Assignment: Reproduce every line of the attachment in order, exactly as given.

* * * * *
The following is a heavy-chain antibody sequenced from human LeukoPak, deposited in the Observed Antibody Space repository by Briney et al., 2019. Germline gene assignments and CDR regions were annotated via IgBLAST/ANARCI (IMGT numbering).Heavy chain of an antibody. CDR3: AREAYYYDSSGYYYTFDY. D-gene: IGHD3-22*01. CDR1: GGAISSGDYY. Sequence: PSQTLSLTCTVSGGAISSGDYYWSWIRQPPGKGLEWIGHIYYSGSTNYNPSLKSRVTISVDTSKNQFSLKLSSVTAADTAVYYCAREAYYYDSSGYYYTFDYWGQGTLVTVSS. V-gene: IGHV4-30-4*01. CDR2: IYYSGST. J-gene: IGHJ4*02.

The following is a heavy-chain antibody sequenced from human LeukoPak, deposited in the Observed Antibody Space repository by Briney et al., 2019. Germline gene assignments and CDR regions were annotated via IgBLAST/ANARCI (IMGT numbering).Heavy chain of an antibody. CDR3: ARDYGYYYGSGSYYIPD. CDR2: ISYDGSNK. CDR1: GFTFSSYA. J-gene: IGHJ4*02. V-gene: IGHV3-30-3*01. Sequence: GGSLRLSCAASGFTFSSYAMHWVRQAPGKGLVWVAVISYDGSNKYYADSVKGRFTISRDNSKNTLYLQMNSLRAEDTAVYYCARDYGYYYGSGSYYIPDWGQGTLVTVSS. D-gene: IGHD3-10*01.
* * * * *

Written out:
The following is a heavy-chain antibody sequenced from human LeukoPak, deposited in the Observed Antibody Space repository by Briney et al., 2019. Germline gene assignments and CDR regions were annotated via IgBLAST/ANARCI (IMGT numbering).Heavy chain of an antibody. CDR3: AREAYYYDSSGYYYTFDY. D-gene: IGHD3-22*01. CDR1: GGAISSGDYY. Sequence: PSQTLSLTCTVSGGAISSGDYYWSWIRQPPGKGLEWIGHIYYSGSTNYNPSLKSRVTISVDTSKNQFSLKLSSVTAADTAVYYCAREAYYYDSSGYYYTFDYWGQGTLVTVSS. V-gene: IGHV4-30-4*01. CDR2: IYYSGST. J-gene: IGHJ4*02.

The following is a heavy-chain antibody sequenced from human LeukoPak, deposited in the Observed Antibody Space repository by Briney et al., 2019. Germline gene assignments and CDR regions were annotated via IgBLAST/ANARCI (IMGT numbering).Heavy chain of an antibody. CDR3: ARDYGYYYGSGSYYIPD. CDR2: ISYDGSNK. CDR1: GFTFSSYA. J-gene: IGHJ4*02. V-gene: IGHV3-30-3*01. Sequence: GGSLRLSCAASGFTFSSYAMHWVRQAPGKGLVWVAVISYDGSNKYYADSVKGRFTISRDNSKNTLYLQMNSLRAEDTAVYYCARDYGYYYGSGSYYIPDWGQGTLVTVSS. D-gene: IGHD3-10*01.